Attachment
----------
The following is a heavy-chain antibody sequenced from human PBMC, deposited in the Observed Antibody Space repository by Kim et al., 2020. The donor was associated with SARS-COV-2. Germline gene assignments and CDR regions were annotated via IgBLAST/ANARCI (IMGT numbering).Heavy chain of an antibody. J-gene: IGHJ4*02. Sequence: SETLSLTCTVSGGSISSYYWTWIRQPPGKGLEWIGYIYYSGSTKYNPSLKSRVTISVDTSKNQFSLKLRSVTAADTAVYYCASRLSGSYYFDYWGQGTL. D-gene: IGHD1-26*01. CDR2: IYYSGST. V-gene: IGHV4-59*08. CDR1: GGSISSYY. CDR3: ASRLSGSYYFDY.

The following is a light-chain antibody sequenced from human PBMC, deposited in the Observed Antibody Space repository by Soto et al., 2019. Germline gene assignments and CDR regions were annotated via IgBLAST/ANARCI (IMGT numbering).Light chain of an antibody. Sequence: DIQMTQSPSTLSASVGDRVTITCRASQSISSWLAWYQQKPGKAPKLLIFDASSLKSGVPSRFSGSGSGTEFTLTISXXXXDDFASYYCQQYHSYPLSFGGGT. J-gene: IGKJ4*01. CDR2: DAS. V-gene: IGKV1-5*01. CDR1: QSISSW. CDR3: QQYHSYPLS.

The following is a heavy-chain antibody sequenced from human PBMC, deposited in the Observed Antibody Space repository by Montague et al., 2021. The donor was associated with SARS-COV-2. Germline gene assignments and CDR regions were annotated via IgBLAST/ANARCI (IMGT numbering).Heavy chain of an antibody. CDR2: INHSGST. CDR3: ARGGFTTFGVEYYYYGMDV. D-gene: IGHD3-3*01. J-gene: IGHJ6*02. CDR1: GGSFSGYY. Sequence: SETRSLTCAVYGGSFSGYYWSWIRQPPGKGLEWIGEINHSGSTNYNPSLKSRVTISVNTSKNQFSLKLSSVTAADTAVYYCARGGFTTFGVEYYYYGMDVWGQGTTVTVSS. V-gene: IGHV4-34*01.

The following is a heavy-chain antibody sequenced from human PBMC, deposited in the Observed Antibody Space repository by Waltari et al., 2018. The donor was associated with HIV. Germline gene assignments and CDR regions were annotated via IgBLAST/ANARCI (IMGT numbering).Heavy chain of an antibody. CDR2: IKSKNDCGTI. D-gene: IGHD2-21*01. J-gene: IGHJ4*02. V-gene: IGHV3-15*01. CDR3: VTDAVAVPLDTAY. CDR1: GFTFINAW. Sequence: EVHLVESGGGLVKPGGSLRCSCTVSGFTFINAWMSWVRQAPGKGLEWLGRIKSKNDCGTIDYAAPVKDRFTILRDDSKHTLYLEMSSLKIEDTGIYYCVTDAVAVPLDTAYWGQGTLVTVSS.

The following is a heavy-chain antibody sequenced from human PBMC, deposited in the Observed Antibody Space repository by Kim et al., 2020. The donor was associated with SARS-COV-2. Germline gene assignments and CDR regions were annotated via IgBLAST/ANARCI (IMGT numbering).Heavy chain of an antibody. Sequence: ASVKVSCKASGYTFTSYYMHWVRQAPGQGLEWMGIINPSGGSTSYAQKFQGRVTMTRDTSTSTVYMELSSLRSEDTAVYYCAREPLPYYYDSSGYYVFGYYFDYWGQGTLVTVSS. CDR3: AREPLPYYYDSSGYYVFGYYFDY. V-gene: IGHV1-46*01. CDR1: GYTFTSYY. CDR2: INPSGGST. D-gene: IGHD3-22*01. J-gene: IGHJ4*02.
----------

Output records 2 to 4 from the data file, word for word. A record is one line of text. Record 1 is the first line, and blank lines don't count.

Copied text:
The following is a light-chain antibody sequenced from human PBMC, deposited in the Observed Antibody Space repository by Soto et al., 2019. Germline gene assignments and CDR regions were annotated via IgBLAST/ANARCI (IMGT numbering).Light chain of an antibody. Sequence: DIQMTQSPSTLSASVGDRVTITCRASQSISSWLAWYQQKPGKAPKLLIFDASSLKSGVPSRFSGSGSGTEFTLTISXXXXDDFASYYCQQYHSYPLSFGGGT. J-gene: IGKJ4*01. CDR2: DAS. V-gene: IGKV1-5*01. CDR1: QSISSW. CDR3: QQYHSYPLS.

The following is a heavy-chain antibody sequenced from human PBMC, deposited in the Observed Antibody Space repository by Montague et al., 2021. The donor was associated with SARS-COV-2. Germline gene assignments and CDR regions were annotated via IgBLAST/ANARCI (IMGT numbering).Heavy chain of an antibody. CDR2: INHSGST. CDR3: ARGGFTTFGVEYYYYGMDV. D-gene: IGHD3-3*01. J-gene: IGHJ6*02. CDR1: GGSFSGYY. Sequence: SETRSLTCAVYGGSFSGYYWSWIRQPPGKGLEWIGEINHSGSTNYNPSLKSRVTISVNTSKNQFSLKLSSVTAADTAVYYCARGGFTTFGVEYYYYGMDVWGQGTTVTVSS. V-gene: IGHV4-34*01.

The following is a heavy-chain antibody sequenced from human PBMC, deposited in the Observed Antibody Space repository by Waltari et al., 2018. The donor was associated with HIV. Germline gene assignments and CDR regions were annotated via IgBLAST/ANARCI (IMGT numbering).Heavy chain of an antibody. CDR2: IKSKNDCGTI. D-gene: IGHD2-21*01. J-gene: IGHJ4*02. V-gene: IGHV3-15*01. CDR3: VTDAVAVPLDTAY. CDR1: GFTFINAW. Sequence: EVHLVESGGGLVKPGGSLRCSCTVSGFTFINAWMSWVRQAPGKGLEWLGRIKSKNDCGTIDYAAPVKDRFTILRDDSKHTLYLEMSSLKIEDTGIYYCVTDAVAVPLDTAYWGQGTLVTVSS.